French villages are desperate for their government to relax rules form British second home owners amid concerns that restrictions imposed after Brexit are harming their business.
Visa rules dictate that Britons with a home in France can only stay for a maximum of 90 days out of 180.
The rules, which came into place following Brexit, are thought to have had a significant impact on local French economies.
In the Dordogne village of Verteillac, the owner of the local convenience store said he was “sad” to see less Britons in the region.
WATCH: The King eases tensions with France during state visit
“We have suffered a significant drop in British customers and it’s a shame,” said Bruno Merlaud.
“The numbers are down, that’s crystal clear.”
He added: “It makes me sad. They are a clientele I appreciate enormously.”
There has been a large drop in the number of second home-owners in France as a result of the rule changes, with Britons selling their properties.
Emmanual Macron is facing pressure to change the rules for British second home owners
Figures released by the English Housing Survey in July indicated that there are now 60,000 people in England who own second homes in France, compared with 89,000 in 2008.
Speaking to The Telegraph, Merlaud continued: “There are more Belgians but they buy less.
“The Dutch bring everything with them. They are tough in business.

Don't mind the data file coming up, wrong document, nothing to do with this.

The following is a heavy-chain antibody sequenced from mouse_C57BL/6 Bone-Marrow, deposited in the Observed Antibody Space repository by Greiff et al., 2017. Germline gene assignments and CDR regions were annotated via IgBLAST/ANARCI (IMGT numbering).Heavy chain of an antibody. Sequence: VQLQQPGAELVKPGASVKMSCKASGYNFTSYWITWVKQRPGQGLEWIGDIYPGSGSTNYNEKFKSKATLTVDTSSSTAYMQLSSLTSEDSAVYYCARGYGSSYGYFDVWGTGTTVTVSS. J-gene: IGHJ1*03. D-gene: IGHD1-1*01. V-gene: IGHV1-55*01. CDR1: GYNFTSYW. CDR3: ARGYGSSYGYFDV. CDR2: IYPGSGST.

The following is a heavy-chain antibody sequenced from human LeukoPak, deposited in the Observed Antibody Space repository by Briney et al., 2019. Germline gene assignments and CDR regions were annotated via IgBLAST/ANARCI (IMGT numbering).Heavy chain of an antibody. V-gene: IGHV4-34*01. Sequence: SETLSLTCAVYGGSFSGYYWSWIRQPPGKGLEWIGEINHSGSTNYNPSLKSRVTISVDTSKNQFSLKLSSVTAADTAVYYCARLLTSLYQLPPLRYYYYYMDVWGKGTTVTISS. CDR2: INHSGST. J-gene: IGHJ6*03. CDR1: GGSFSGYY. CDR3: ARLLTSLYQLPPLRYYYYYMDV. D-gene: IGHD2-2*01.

“I like the British state of mind. Several customers came to see me to bid farewell. My biggest fear is that they’ll all leave.”
Earlier this month France’s second parliament chamber voted through an amendment to the country’s new Immigration Law which would ease the 90-day rule for Britons.
If passed into legislation, the amendment would give British second home owners the automatic right to a long-stay visa.
The exception was tabled by Martine Berthet, who represents the Savoie area in the Alps, after seeing the impact that the current rules were having on Britons in the region.
She said: “The Britons I have spoken to say that the current system is long-winded, difficult and full of pitfalls.
“Ties are warming between France and the UK following the royal visit – and don’t forget, King Charles reserved his only official speech for the French Senate.
“The British are privileged partners of France. History has shown this to be the case.”
Merlaud agrees that Britain should be exempt from the 90-day policy and cited “the unique links that unite our two countries and the importance of this community for the French economy”.
He said: “They should be able to come and go as they please. It’s a shame to limit them.”
#French #beg #change #rules #punishing #British #home #owners #Brexit,